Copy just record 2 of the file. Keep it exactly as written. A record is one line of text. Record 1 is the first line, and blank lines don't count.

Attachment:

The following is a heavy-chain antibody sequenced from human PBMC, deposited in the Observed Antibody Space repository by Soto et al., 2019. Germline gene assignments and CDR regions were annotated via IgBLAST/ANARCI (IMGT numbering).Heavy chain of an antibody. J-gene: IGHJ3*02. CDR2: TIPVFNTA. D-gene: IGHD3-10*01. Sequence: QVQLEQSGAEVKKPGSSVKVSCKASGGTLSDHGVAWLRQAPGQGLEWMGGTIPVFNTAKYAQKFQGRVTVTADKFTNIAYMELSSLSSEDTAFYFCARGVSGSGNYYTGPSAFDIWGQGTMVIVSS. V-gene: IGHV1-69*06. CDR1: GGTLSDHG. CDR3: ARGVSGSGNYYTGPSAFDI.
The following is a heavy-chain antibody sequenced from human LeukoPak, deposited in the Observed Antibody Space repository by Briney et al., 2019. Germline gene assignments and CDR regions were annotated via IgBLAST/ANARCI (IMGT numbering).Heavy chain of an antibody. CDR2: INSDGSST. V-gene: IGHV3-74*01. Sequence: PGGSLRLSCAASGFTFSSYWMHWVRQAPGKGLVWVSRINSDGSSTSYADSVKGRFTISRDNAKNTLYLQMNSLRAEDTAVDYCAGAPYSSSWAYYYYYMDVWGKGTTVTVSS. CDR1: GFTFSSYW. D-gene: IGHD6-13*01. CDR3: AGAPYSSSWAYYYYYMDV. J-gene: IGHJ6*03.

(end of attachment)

The following is a heavy-chain antibody sequenced from human LeukoPak, deposited in the Observed Antibody Space repository by Briney et al., 2019. Germline gene assignments and CDR regions were annotated via IgBLAST/ANARCI (IMGT numbering).Heavy chain of an antibody. CDR2: INSDGSST. V-gene: IGHV3-74*01. Sequence: PGGSLRLSCAASGFTFSSYWMHWVRQAPGKGLVWVSRINSDGSSTSYADSVKGRFTISRDNAKNTLYLQMNSLRAEDTAVDYCAGAPYSSSWAYYYYYMDVWGKGTTVTVSS. CDR1: GFTFSSYW. D-gene: IGHD6-13*01. CDR3: AGAPYSSSWAYYYYYMDV. J-gene: IGHJ6*03.